(Newswire.net— January 10, 2018) –Since gluten-free food appeared on supermarket shelves people with coeliac disease rejoiced. Following suit, consumers who are health conscious switched to gluten-free products considering them to be much healthier.
A new study, however, shows that gluten free food is not as healthy as we thought.
Coeliac disease is a nasty medical condition whereby the ingestion of gluten creates an intestinal reaction that prevents nutrients from being absorbed. This results in severe abdominal pain including bloating, diarrhea and nausea, so the gluten-free products are indeed healthier for those suffering from coeliac disease.
Giving up regular carbs for gluten-free foods, however, may not be as healthy as it seems, according to a new study published in the Journal of Pediatrics. The author of the study, Norelle Rizkalla Reilly of Columbia University’s Medical Center, points out that “Gluten-free packaged foods frequently contain a greater density of fat and sugar than their gluten-containing counterparts.”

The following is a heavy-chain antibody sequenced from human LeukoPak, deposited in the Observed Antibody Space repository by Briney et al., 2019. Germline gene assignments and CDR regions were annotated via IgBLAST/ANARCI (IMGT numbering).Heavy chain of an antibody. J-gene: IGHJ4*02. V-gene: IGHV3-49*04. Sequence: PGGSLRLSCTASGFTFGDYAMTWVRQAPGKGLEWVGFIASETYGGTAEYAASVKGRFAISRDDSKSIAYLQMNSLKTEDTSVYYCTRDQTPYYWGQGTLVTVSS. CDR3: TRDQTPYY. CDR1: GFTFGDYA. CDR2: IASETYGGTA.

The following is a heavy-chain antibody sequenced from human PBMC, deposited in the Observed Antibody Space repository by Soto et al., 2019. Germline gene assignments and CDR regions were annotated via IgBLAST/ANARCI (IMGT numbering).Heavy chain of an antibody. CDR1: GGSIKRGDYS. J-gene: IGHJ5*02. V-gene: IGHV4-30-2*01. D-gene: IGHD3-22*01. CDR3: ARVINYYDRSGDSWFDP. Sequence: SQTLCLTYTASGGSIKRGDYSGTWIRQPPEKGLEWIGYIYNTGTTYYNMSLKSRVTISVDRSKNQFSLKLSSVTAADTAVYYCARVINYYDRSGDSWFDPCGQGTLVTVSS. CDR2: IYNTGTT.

“A GFD [gluten free diet] also may lead to deficiencies in B vitamins, folate, and iron, given a lack of nutrient fortification of many gluten-free products,” Reilly said in the study that refers to a 2015 survey of 1,500 US adults without coeliac disease that switched to a gluten-free lifestyle.
Dr Suzanne Mahady, a senior lecturer at Monash University, Australia, aligns with researchers who claim that people believing that a gluten free diet is healthier are in fact mistaken. As the study has shown that gluten-free products contain some harmful chemicals Dr Mahady said there is no scientific evidence that a gluten-free diet is actually healthier when compared to regular products containing gluten. Making assumptions based on gluten intolerant consumers is wrong, she said.
“It’s even possible the opposite is true, and the avoidance of dietary whole grains resulting in a low fiber intake may be detrimental,” Dr Mahady said.
The research, carried out by a team of 13 scientists from institutions including Harvard and Columbia University in New York, agree that “the avoidance of gluten may result in reduced consumption of beneficial whole grains, which may affect cardiovascular risk.”
“The promotion of gluten-free diets among people without celiac disease should not be encouraged,” scientists conclude.